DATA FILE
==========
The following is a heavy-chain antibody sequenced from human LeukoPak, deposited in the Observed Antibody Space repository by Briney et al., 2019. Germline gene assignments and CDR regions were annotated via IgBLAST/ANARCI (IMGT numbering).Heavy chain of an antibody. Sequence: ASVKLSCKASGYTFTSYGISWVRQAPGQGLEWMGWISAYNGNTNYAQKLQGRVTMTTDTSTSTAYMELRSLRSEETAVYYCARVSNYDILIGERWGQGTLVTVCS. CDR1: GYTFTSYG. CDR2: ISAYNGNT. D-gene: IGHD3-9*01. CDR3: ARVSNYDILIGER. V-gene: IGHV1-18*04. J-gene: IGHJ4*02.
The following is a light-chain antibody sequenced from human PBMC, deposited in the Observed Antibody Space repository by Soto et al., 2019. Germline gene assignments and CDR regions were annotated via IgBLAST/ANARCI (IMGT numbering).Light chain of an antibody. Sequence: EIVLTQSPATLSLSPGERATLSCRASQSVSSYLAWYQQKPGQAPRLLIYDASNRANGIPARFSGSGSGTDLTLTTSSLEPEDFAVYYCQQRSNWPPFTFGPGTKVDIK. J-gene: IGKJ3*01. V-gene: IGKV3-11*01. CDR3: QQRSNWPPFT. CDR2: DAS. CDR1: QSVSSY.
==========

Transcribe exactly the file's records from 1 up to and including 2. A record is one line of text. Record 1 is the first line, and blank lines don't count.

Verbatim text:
The following is a heavy-chain antibody sequenced from human LeukoPak, deposited in the Observed Antibody Space repository by Briney et al., 2019. Germline gene assignments and CDR regions were annotated via IgBLAST/ANARCI (IMGT numbering).Heavy chain of an antibody. Sequence: ASVKLSCKASGYTFTSYGISWVRQAPGQGLEWMGWISAYNGNTNYAQKLQGRVTMTTDTSTSTAYMELRSLRSEETAVYYCARVSNYDILIGERWGQGTLVTVCS. CDR1: GYTFTSYG. CDR2: ISAYNGNT. D-gene: IGHD3-9*01. CDR3: ARVSNYDILIGER. V-gene: IGHV1-18*04. J-gene: IGHJ4*02.
The following is a light-chain antibody sequenced from human PBMC, deposited in the Observed Antibody Space repository by Soto et al., 2019. Germline gene assignments and CDR regions were annotated via IgBLAST/ANARCI (IMGT numbering).Light chain of an antibody. Sequence: EIVLTQSPATLSLSPGERATLSCRASQSVSSYLAWYQQKPGQAPRLLIYDASNRANGIPARFSGSGSGTDLTLTTSSLEPEDFAVYYCQQRSNWPPFTFGPGTKVDIK. J-gene: IGKJ3*01. V-gene: IGKV3-11*01. CDR3: QQRSNWPPFT. CDR2: DAS. CDR1: QSVSSY.